Columnist John Sheirer: It’s time for a functional Republican Party

  • John Sheirer FILE PHOTO

Published: 9/10/2023 1:52:26 PM

Some people say that political parties hurt America. I disagree. When people work together, we accomplish more than when we operate individually.

I also believe in airing healthy disagreements to understand various viewpoints and develop productive policies. So, even though I’m a Democrat, I’d like to see a functional Republican Party to help make this country the best it can be.

Unfortunately, we haven’t had a consistently functional Republican Party for decades. And today’s Republican Party is getting worse by the minute. Now more than ever, we need to envision what a functional Republican Party would look like.

Most importantly, a functional Republican Party wouldn’t follow an indicted demagogue. Like many sane Americans, I hoped Republicans would dump Trump when he tried to overthrow the 2020 election. Some Republicans spoke out, but Trump is currently outpolling all his rivals combined for the Republican presidential nomination.

Trump certainly wasn’t worth Republican support even before his election lies and insurrection. He was always unqualified, unless sexual assault, reality TV, and multiple bankruptcies can be called qualifications. He had no coherent domestic or foreign policy agenda beyond corporate toadyism, regressive social policies, alienating allies, and coddling adversaries.

There’s no clearer sign of Republican dysfunction than their fealty to the defendant-in-chief. But that’s just the red-hatted tip of the baggy-suited iceberg.

A functional Republican Party would have basic respect for democracy. For decades, Republicans have been trying to make it harder for Americans to vote. They’ve redistricted themselves into fake governing majorities despite electoral minorities. Their ridiculous cries of “voter fraud!” and “rigged elections!” show that they like to pretend their policies haven’t been rejected by a majority of Americans. And the Republican embrace of authoritarianism at home and abroad is deeply anti-democratic.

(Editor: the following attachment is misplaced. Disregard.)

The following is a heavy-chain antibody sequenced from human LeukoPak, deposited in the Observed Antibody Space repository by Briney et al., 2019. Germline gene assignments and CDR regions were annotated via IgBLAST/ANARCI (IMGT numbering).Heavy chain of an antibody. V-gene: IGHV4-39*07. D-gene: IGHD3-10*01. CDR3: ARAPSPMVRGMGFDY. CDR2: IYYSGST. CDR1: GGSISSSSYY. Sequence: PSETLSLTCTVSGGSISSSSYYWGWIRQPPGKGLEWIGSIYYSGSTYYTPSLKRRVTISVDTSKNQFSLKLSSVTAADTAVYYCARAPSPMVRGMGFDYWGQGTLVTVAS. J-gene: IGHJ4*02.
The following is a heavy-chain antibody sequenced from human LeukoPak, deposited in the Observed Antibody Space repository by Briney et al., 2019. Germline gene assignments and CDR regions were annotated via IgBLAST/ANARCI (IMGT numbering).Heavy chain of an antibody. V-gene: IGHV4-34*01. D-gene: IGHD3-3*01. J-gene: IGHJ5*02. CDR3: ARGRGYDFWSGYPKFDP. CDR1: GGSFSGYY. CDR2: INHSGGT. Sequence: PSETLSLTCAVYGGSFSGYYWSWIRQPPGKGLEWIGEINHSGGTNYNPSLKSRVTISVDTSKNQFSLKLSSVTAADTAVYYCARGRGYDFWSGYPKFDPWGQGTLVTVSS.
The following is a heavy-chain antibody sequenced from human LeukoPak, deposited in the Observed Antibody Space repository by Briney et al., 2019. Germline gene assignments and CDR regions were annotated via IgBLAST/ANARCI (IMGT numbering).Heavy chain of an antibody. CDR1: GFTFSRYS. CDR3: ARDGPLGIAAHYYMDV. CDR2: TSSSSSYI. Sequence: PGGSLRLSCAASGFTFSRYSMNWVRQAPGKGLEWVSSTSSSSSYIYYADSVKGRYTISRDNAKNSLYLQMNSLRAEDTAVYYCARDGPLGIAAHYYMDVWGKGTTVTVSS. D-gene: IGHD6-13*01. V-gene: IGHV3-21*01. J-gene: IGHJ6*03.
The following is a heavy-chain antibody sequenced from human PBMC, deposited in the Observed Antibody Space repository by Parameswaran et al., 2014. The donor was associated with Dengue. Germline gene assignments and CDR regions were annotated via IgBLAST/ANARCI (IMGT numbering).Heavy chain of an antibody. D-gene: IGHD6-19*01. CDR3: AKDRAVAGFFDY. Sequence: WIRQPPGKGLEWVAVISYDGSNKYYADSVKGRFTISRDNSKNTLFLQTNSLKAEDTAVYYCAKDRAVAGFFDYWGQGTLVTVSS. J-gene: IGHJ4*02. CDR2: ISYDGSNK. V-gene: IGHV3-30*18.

A functional Republican Party would stand for sensible policies instead of extremist positions. Republicans talk about supporting business, but their actions are fanatically pro-corporation while ignoring the devastating harm that corporate greed does to most citizens, including those who operate small businesses.

Republicans are fond of misquoting Northampton’s own Calvin Coolidge by saying, “The business of America is business.” But if they really believed that, then they would support businesses by regulating the worst effects of corporatism, keeping the “free market” free from obvious abuse. Instead, Republicans tilt the playing field in favor of whichever megaliths dispense the most campaign cash.

A functional Republican Party wouldn’t lie so much. Trickle-down economics has never worked, yet Republicans clutch to the lie that tax cuts for the wealthy help everyone. Republican lies about climate change literally poison the planet. Democrats have never supported “open borders,” but that lie gets automatic applause at every Republican campaign speech while Republicans actually block sensible immigration reform.